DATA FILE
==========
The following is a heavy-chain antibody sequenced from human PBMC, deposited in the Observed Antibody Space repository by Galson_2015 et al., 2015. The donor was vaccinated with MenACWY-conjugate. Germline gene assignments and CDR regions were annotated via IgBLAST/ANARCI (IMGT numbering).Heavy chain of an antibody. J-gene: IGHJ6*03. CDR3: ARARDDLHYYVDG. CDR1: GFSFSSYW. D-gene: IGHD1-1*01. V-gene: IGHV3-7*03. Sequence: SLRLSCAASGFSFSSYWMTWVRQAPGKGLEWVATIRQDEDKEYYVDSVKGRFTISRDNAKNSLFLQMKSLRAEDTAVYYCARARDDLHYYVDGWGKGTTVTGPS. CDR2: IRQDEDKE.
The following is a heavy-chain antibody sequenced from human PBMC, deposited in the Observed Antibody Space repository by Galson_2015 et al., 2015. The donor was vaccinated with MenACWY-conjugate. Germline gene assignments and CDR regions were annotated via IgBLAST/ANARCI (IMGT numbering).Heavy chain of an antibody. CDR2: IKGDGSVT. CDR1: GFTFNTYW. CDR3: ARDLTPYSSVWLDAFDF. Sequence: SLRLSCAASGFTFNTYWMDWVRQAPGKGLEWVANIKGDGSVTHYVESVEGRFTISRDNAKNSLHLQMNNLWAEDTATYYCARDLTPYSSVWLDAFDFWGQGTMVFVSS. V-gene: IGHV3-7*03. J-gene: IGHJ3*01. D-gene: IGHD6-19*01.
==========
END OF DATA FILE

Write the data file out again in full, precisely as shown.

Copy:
The following is a heavy-chain antibody sequenced from human PBMC, deposited in the Observed Antibody Space repository by Galson_2015 et al., 2015. The donor was vaccinated with MenACWY-conjugate. Germline gene assignments and CDR regions were annotated via IgBLAST/ANARCI (IMGT numbering).Heavy chain of an antibody. J-gene: IGHJ6*03. CDR3: ARARDDLHYYVDG. CDR1: GFSFSSYW. D-gene: IGHD1-1*01. V-gene: IGHV3-7*03. Sequence: SLRLSCAASGFSFSSYWMTWVRQAPGKGLEWVATIRQDEDKEYYVDSVKGRFTISRDNAKNSLFLQMKSLRAEDTAVYYCARARDDLHYYVDGWGKGTTVTGPS. CDR2: IRQDEDKE.
The following is a heavy-chain antibody sequenced from human PBMC, deposited in the Observed Antibody Space repository by Galson_2015 et al., 2015. The donor was vaccinated with MenACWY-conjugate. Germline gene assignments and CDR regions were annotated via IgBLAST/ANARCI (IMGT numbering).Heavy chain of an antibody. CDR2: IKGDGSVT. CDR1: GFTFNTYW. CDR3: ARDLTPYSSVWLDAFDF. Sequence: SLRLSCAASGFTFNTYWMDWVRQAPGKGLEWVANIKGDGSVTHYVESVEGRFTISRDNAKNSLHLQMNNLWAEDTATYYCARDLTPYSSVWLDAFDFWGQGTMVFVSS. V-gene: IGHV3-7*03. J-gene: IGHJ3*01. D-gene: IGHD6-19*01.